Breaking news: Judge Denny Chin has denied the Google Book Settlement.
From Judge Chin’s opinion:
The question presented is whether the ASA [Amended Settlement Agreement] is fair, adequate, and reasonable. I conclude that it is not.
While the digitization of books and the creation of a universal digital library would benefit many, the ASA would simply go too far. It would permit this class action — which was brought against defendant Google Inc. to challenge its scanning of books and display of “snippets” for on-line searching — to implement a forward-looking business arrangement that would grant Google significant rights to exploit entire books, without permission of the copyright owners. Indeed, the ASA would give Google a significant advantage over competitors, rewarding it for engaging in wholesale copying of copyrighted works without permission, while releasing claims well beyond those presented in the case.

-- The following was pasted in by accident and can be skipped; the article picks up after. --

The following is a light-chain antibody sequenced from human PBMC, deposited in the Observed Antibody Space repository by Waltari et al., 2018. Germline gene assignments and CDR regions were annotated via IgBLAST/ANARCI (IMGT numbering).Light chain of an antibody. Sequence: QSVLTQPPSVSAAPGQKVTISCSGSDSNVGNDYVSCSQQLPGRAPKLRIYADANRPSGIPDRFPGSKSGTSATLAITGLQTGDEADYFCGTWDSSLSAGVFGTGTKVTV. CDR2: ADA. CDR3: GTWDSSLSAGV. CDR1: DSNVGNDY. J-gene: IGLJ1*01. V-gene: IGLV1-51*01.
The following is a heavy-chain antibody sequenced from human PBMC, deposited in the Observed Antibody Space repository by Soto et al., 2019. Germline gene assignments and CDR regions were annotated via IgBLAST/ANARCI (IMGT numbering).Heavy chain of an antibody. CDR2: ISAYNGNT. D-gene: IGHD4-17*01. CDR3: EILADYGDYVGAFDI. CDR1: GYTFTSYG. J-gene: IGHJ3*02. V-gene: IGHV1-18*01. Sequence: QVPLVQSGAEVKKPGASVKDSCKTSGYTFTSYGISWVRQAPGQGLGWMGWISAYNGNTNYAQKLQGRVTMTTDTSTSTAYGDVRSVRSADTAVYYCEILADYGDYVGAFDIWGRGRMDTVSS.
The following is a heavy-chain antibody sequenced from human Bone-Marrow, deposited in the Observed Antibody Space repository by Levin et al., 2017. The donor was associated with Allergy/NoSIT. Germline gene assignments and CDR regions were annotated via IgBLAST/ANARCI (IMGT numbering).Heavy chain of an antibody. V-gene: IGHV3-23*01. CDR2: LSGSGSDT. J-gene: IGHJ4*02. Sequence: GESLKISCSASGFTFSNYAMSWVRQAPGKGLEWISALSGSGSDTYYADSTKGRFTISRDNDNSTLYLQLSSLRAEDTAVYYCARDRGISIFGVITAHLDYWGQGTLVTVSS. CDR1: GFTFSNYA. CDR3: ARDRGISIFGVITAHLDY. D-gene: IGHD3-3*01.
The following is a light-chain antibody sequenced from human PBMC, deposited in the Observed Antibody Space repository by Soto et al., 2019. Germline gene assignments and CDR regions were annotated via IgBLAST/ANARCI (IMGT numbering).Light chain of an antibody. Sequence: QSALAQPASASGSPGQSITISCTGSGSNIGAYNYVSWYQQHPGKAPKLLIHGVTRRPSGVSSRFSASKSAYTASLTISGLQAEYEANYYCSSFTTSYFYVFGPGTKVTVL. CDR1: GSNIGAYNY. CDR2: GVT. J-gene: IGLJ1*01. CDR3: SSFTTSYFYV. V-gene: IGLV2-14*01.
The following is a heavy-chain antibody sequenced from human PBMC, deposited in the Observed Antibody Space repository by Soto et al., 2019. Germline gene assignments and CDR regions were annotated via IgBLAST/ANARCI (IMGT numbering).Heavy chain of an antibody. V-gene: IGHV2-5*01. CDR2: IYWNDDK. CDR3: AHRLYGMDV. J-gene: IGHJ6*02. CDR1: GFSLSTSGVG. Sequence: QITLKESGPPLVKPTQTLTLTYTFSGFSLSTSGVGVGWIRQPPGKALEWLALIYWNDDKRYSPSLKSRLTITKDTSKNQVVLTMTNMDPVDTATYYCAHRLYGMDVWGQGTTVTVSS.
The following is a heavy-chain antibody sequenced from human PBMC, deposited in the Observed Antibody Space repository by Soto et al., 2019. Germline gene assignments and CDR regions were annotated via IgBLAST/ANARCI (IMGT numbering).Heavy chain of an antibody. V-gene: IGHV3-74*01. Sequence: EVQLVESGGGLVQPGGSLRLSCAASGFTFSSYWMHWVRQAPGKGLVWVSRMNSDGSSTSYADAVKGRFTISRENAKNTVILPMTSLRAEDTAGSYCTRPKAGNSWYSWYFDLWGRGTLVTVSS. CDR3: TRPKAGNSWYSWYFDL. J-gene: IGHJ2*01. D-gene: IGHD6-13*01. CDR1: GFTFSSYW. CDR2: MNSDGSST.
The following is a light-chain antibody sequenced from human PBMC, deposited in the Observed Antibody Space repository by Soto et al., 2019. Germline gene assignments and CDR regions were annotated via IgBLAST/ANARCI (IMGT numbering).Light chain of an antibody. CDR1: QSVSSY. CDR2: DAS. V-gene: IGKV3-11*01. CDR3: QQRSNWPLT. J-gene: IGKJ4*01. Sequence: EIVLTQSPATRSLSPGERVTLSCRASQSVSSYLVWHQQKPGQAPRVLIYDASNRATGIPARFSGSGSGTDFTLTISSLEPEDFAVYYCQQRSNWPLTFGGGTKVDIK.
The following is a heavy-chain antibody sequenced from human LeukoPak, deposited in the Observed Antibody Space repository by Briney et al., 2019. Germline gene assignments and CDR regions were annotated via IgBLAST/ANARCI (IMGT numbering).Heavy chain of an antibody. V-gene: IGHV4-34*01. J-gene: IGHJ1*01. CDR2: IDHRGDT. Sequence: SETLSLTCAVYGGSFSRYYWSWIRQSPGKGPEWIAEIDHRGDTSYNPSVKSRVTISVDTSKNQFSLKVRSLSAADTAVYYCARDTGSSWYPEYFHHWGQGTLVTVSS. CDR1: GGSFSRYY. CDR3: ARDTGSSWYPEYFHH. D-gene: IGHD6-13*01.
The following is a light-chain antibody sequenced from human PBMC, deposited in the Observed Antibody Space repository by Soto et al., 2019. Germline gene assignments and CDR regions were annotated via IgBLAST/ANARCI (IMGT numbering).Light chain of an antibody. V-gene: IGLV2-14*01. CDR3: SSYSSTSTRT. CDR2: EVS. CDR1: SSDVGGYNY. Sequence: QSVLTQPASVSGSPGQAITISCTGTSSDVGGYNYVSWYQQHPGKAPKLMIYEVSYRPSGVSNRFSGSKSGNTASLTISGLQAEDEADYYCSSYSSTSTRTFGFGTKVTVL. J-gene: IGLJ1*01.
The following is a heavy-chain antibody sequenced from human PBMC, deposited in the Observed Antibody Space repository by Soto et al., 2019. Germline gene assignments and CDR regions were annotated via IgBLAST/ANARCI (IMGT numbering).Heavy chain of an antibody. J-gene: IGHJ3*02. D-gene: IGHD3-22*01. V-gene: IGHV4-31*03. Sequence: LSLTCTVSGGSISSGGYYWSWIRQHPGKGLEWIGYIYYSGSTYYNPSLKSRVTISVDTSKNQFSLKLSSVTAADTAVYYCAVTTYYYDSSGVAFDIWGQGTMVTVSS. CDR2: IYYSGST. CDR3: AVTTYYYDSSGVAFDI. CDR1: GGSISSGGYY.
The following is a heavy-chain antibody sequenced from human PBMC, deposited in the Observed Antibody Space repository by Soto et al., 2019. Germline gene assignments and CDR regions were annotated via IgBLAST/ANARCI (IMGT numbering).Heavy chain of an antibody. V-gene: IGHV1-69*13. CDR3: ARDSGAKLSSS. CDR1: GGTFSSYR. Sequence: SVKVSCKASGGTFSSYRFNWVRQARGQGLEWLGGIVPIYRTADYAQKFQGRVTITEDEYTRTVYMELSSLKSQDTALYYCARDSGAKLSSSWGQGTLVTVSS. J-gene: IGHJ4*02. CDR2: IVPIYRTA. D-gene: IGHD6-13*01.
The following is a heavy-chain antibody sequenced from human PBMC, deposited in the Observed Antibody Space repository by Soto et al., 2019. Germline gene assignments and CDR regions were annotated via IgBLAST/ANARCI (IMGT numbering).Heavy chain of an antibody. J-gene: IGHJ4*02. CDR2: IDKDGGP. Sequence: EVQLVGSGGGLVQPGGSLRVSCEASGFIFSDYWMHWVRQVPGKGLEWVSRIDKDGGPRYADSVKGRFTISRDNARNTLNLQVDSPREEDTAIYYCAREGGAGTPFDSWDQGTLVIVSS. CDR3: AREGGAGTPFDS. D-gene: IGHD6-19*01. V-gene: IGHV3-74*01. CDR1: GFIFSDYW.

Accordingly, and for the reasons more fully discussed below, the motion for final approval of the ASA is denied.
Judge Chin also notes that “many of the concerns raised in the objections would be ameliorated if the ASA were converted from an ‘opt-out’ settlement to an ‘opt-in’ settlement.”
The denial is without prejudice, which leaves Google and the Authors Guild free to go back to the drawing board and re-negotiate a revised settlement.
The full text of the opinion is here.